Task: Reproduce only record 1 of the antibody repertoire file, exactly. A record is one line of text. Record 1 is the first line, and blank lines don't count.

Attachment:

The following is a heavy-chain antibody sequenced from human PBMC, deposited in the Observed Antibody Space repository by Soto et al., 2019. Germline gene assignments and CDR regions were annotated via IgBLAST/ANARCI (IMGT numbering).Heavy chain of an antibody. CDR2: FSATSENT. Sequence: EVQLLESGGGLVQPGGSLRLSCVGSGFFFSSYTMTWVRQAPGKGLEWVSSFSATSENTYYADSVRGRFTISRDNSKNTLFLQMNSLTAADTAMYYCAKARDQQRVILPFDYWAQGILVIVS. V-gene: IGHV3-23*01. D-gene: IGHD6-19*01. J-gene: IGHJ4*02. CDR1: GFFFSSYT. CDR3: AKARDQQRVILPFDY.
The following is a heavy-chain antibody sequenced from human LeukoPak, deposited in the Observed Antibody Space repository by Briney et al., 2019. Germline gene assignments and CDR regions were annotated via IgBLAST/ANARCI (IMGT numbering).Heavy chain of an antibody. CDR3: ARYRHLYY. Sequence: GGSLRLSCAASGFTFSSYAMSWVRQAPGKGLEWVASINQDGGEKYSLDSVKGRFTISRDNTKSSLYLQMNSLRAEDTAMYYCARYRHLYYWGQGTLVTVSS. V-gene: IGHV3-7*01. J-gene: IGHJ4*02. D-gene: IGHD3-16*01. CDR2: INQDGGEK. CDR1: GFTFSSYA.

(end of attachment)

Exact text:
The following is a heavy-chain antibody sequenced from human PBMC, deposited in the Observed Antibody Space repository by Soto et al., 2019. Germline gene assignments and CDR regions were annotated via IgBLAST/ANARCI (IMGT numbering).Heavy chain of an antibody. CDR2: FSATSENT. Sequence: EVQLLESGGGLVQPGGSLRLSCVGSGFFFSSYTMTWVRQAPGKGLEWVSSFSATSENTYYADSVRGRFTISRDNSKNTLFLQMNSLTAADTAMYYCAKARDQQRVILPFDYWAQGILVIVS. V-gene: IGHV3-23*01. D-gene: IGHD6-19*01. J-gene: IGHJ4*02. CDR1: GFFFSSYT. CDR3: AKARDQQRVILPFDY.